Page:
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      • The rugs also might really last if they weee well made – I forgot about quality – here in the states we have so much china junk for sale and some it is stuff that falls apart – my spouse will not shop at the “dollar tree” – for a few reasons but partly for the junk factor – buying lstuff tonout in the landfill later this year- do you have these kind of stores in NZ?
        Anyhow – I am never one to not enjoy an art show – can always glean some things and pause at one point to get touched in a way that only an art show can do!
        But the art show I was at felt too polictial
        And then just did not care for the photos shared or the paintings! But there was one takeaway – it was this big cut out of a person and you could put your answer on with a sticker (fin intercayuve); the question asked was should corporations have legal rights that are the same as a person (something like that)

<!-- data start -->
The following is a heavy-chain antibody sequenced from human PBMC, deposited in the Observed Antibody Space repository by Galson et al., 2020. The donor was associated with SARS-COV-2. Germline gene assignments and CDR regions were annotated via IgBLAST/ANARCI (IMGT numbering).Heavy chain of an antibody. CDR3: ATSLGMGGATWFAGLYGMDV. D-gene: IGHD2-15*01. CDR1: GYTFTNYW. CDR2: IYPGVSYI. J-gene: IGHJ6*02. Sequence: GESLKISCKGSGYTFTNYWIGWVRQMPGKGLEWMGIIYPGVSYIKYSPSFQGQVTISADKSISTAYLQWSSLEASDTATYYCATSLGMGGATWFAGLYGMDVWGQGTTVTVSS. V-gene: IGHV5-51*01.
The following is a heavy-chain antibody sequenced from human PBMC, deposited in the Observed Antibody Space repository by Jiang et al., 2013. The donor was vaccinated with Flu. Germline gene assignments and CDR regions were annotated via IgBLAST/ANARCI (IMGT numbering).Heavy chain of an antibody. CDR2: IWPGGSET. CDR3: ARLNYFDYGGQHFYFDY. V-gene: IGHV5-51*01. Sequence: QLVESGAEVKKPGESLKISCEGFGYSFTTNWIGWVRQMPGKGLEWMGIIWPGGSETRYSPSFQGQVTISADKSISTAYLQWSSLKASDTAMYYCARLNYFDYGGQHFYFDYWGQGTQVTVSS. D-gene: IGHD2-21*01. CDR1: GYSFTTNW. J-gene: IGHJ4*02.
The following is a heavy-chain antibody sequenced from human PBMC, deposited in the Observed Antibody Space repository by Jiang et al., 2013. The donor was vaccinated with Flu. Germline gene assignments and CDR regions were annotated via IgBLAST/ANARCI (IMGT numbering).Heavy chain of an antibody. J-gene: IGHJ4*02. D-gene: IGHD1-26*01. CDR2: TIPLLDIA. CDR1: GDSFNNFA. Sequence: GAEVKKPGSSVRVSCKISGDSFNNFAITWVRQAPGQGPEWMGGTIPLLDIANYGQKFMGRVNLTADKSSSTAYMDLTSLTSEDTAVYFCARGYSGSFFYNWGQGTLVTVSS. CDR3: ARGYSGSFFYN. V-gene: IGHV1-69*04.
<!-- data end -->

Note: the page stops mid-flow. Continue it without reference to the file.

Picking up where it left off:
We briefly read the three examples and chatted.
        Anyhow – enough of that!
        This sculpture display is fantastic and I look forward to seeing more posts with some of the other (107?) pieces….
        And what you shared here was (again) so cool. Coming out of manhood covers?? Great idea


        • I didn’t photograph a lot of the work because a) the crowds made it hard to get a decent shot, and b) a lot of the work was very ho hum and I wasn’t that interested.
          We have had an explosion of those cheap junk stores here too and the (short) road from shelf to landfill is one of the many reasons I don’t shop there either. I am trying very hard to be a conscious consumer, and I must say it is working. We generate so little household rubbish we only put out one 60 litre sack for collection every two weeks — compared to the neighbourhood norm of a (usually overflowing) 120 litre bin each week. I really don’t understand how people have so much rubbish.

          Liked by 1 person

          • Oh Su, that is awesome regarding the 60 litre sack….
            and I do not understand it either.
            Well I sorta do. For example, all the processed crap food just so happens to be bad for the body, often costs more, and comes with extra packaging – (los-lose-lose)